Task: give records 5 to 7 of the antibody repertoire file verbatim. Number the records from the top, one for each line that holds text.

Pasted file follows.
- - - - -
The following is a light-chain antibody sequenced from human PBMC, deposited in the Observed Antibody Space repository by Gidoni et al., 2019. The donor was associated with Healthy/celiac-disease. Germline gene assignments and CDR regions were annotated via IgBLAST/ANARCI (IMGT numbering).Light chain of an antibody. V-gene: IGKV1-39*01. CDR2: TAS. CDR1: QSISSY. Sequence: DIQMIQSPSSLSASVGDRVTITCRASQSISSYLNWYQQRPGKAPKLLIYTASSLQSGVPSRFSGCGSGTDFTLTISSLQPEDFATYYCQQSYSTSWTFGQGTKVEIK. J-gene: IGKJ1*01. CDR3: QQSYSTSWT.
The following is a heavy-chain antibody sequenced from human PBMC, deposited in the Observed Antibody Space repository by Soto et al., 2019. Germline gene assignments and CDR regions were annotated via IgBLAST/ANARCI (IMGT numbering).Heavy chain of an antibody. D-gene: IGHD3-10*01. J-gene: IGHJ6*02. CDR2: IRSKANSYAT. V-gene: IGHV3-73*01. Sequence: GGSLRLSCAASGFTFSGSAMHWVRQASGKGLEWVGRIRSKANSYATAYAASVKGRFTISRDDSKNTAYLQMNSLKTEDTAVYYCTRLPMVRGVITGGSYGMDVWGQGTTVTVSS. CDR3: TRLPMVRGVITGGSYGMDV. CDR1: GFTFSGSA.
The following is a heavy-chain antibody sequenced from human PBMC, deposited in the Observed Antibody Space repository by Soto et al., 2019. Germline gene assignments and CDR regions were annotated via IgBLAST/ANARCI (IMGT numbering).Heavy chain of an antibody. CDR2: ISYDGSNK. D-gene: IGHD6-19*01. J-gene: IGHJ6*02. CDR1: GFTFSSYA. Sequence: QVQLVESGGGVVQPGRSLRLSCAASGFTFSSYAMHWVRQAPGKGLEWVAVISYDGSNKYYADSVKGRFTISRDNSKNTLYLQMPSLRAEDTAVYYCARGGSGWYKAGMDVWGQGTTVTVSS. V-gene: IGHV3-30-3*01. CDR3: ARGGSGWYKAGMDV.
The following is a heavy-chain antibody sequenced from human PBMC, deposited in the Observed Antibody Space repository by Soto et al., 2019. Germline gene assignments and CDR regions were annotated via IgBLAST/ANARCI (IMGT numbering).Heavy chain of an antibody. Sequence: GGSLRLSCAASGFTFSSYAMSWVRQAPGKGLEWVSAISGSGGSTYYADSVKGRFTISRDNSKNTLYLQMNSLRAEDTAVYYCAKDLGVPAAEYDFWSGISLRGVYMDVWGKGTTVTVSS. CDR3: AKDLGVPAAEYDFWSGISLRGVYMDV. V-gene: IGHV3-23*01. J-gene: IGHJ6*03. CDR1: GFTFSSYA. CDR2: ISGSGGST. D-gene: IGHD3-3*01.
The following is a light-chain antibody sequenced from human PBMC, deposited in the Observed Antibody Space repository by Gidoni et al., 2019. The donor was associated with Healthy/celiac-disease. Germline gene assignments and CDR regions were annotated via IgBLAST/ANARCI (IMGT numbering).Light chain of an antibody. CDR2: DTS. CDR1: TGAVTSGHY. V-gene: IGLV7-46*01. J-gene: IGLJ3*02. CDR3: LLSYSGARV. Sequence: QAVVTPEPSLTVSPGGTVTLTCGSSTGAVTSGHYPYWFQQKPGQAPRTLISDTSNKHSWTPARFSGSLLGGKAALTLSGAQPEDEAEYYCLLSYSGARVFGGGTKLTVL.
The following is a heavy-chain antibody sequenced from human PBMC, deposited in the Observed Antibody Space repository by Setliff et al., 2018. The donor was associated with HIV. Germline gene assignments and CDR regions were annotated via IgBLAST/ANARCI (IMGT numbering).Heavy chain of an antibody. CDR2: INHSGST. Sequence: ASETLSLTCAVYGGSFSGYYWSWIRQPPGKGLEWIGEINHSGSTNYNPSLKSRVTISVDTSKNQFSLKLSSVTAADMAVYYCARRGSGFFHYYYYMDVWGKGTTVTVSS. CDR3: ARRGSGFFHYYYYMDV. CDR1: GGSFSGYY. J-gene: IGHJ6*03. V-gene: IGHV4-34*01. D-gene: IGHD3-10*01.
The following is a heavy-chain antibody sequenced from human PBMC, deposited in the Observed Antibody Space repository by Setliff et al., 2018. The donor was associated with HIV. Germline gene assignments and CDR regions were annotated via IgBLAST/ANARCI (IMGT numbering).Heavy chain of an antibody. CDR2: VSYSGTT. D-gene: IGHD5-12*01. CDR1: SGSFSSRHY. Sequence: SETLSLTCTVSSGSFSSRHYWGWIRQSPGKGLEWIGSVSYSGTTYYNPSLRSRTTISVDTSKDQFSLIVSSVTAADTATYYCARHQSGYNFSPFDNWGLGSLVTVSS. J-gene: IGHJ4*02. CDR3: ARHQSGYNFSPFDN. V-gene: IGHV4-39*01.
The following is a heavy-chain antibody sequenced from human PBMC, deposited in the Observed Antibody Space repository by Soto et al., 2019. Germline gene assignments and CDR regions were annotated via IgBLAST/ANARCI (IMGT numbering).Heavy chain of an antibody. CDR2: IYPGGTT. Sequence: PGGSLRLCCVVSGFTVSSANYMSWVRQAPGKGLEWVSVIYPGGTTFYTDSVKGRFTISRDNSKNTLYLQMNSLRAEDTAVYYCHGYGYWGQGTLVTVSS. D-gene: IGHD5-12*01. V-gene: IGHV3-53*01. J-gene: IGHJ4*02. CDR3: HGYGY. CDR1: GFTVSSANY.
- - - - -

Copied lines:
The following is a light-chain antibody sequenced from human PBMC, deposited in the Observed Antibody Space repository by Gidoni et al., 2019. The donor was associated with Healthy/celiac-disease. Germline gene assignments and CDR regions were annotated via IgBLAST/ANARCI (IMGT numbering).Light chain of an antibody. CDR2: DTS. CDR1: TGAVTSGHY. V-gene: IGLV7-46*01. J-gene: IGLJ3*02. CDR3: LLSYSGARV. Sequence: QAVVTPEPSLTVSPGGTVTLTCGSSTGAVTSGHYPYWFQQKPGQAPRTLISDTSNKHSWTPARFSGSLLGGKAALTLSGAQPEDEAEYYCLLSYSGARVFGGGTKLTVL.
The following is a heavy-chain antibody sequenced from human PBMC, deposited in the Observed Antibody Space repository by Setliff et al., 2018. The donor was associated with HIV. Germline gene assignments and CDR regions were annotated via IgBLAST/ANARCI (IMGT numbering).Heavy chain of an antibody. CDR2: INHSGST. Sequence: ASETLSLTCAVYGGSFSGYYWSWIRQPPGKGLEWIGEINHSGSTNYNPSLKSRVTISVDTSKNQFSLKLSSVTAADMAVYYCARRGSGFFHYYYYMDVWGKGTTVTVSS. CDR3: ARRGSGFFHYYYYMDV. CDR1: GGSFSGYY. J-gene: IGHJ6*03. V-gene: IGHV4-34*01. D-gene: IGHD3-10*01.
The following is a heavy-chain antibody sequenced from human PBMC, deposited in the Observed Antibody Space repository by Setliff et al., 2018. The donor was associated with HIV. Germline gene assignments and CDR regions were annotated via IgBLAST/ANARCI (IMGT numbering).Heavy chain of an antibody. CDR2: VSYSGTT. D-gene: IGHD5-12*01. CDR1: SGSFSSRHY. Sequence: SETLSLTCTVSSGSFSSRHYWGWIRQSPGKGLEWIGSVSYSGTTYYNPSLRSRTTISVDTSKDQFSLIVSSVTAADTATYYCARHQSGYNFSPFDNWGLGSLVTVSS. J-gene: IGHJ4*02. CDR3: ARHQSGYNFSPFDN. V-gene: IGHV4-39*01.